The law includes a section that states: “The provisions of this section do not preempt any state or local law requirement, except to the extent that the requirement directly conflicts with a requirement of this section.”

HHS, through its Office of the Inspector General (OIG), may impose a civil monetary penalty on a hospital ($119,942 for hospitals with over 100 beds, $59,973 for hospitals with under 100 beds per violation) or physician ($119,942 per violation). The HHS OIG may also exclude physicians from participating in Medicare and state health care programs if they are found to be violating EMTALA. Individuals who suffer personal harm as a direct result of a hospital’s violation may bring a civil action against the hospital and obtain personal injury damages.

What Guidance Has the Biden Administration Issued About EMTALA?

In September 2021, after Texas implemented its civil abortion ban SB 8, the Centers for Medicare and Medicaid Services (CMS) Center for Clinical Standards and Quality issued guidance titled, “Reinforcement of EMTALA Obligation specific to Patients who are Pregnant or are Experiencing Pregnancy Loss.” While this guidance does not state abortions must be provided if that is the necessary stabilizing treatment, it does state that: “A physician’s professional and legal duty to provide stabilizing medical treatment to a patient… preempts any directly conflicting state law or mandate that might otherwise prohibit or prevent such treatment.”

As states were starting to implement abortion bans after the Dobbs decision, HHS issued guidance in July 2022 regarding the enforcement of EMTALA. The guidance clarifies that hospitals and physicians have obligations to provide stabilizing care, including abortion, if that is the necessary stabilizing treatment when a patient presenting at an emergency department is experiencing an emergency medical condition.

On January 22, 2024, the Biden Administration announced a broad plan to educate patients on their right to abortion services in emergency situations and hospitals on their obligation to provide those emergency services.

What Are the Legal Challenges?

After HHS issued their 2022 guidance, two lawsuits were filed in federal courts. The state of Texas sued HHS to block enforcement of the HHS guidance in Texas, arguing that EMTALA does not authorize the federal government to “compel” clinicians to provide abortion care. Texas was joined by religious anti-abortion physician organizations, which argue that the guidance infringes on their conscience rights in violation of the federal Religious Freedom Restoration Act (RFRA) by requiring them to provide abortion care in situations contrary to their beliefs. In another case, HHS sued the state of Idaho to block enforcement of its abortion ban to the extent it conflicts with EMTALA.  The Idaho legislature subsequently intervened to defend the state law. These two cases have resulted in conflicting decisions in the federal district courts and the federal courts of appeal.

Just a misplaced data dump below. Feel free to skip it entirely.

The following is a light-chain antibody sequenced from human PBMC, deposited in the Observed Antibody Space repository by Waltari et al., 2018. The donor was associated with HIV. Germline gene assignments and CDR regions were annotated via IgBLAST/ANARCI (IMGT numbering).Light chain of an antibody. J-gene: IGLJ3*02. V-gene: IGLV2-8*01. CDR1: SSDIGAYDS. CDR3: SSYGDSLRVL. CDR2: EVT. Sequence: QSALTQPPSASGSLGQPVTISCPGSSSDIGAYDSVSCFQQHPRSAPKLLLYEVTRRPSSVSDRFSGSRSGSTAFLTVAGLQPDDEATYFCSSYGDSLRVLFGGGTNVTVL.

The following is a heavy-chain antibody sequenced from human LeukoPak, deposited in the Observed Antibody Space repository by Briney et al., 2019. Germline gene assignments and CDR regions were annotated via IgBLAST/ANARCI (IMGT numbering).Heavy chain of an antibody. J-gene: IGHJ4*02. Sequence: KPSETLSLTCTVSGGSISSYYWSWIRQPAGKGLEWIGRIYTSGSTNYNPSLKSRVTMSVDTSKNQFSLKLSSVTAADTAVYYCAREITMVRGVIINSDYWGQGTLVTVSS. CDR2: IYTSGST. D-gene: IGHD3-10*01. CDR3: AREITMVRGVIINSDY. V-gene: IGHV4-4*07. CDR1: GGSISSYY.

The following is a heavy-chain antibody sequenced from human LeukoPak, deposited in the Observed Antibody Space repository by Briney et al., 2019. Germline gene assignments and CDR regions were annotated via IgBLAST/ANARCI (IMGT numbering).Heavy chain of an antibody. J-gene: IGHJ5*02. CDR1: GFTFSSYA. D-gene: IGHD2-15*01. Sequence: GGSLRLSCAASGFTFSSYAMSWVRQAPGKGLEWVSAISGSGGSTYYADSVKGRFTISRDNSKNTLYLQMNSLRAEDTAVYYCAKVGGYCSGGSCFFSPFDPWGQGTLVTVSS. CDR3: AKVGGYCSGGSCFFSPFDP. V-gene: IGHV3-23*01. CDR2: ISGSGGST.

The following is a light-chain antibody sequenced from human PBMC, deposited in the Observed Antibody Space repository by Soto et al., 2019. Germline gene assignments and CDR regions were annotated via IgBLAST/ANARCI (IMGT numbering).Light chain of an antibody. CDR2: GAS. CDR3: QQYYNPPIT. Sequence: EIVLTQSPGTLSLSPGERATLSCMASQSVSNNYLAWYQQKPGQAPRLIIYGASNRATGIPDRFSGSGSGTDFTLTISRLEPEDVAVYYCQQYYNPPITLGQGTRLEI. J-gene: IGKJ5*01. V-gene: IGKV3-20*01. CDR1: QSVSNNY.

In the Idaho case, the federal district court concluded that because the Idaho law did not include exceptions for health or life, the law conflicted with EMTALA. At the time the district court considered the case, the Idaho law did not have an exception for situations that threatened the life or health of the pregnant person. The law only allowed physicians to assert a defense (see box below) to criminal prosecution if in their good faith medical judgment performing the abortion was “necessary to prevent the death of the pregnant woman.” Having an affirmative defense instead of an exception means that a physician could be prosecuted and then would need to assert their defense and would bear the burden of proof to demonstrate that they provided the care to save the patient’s life. The district court blocked Idaho from enforcing the abortion ban to the extent it conflicts with EMTALA while the litigation proceeded.

Exception vs. Affirmative Defense 

An “affirmative defense” allows someone charged with a crime to show in court that their conduct was permissible even though the action itself is illegal. An affirmative defense does not make it legal to provide abortion care in the situations delineated in the law. This means that a clinician who provided abortion care is more vulnerable to prosecution – regardless of the reason they provided an abortion – and bears the burden of proof to demonstrate that they provided care according to the conditions delineated as possible affirmative defenses in the abortion ban. In contrast, an exception makes it legal to provide abortion care in the situations delineated by the law and places the burden of proof on the state. Bans that rely on an affirmative defense make it legally riskier for physicians to provide abortion care in situations where the life or health of the pregnant person is at risk.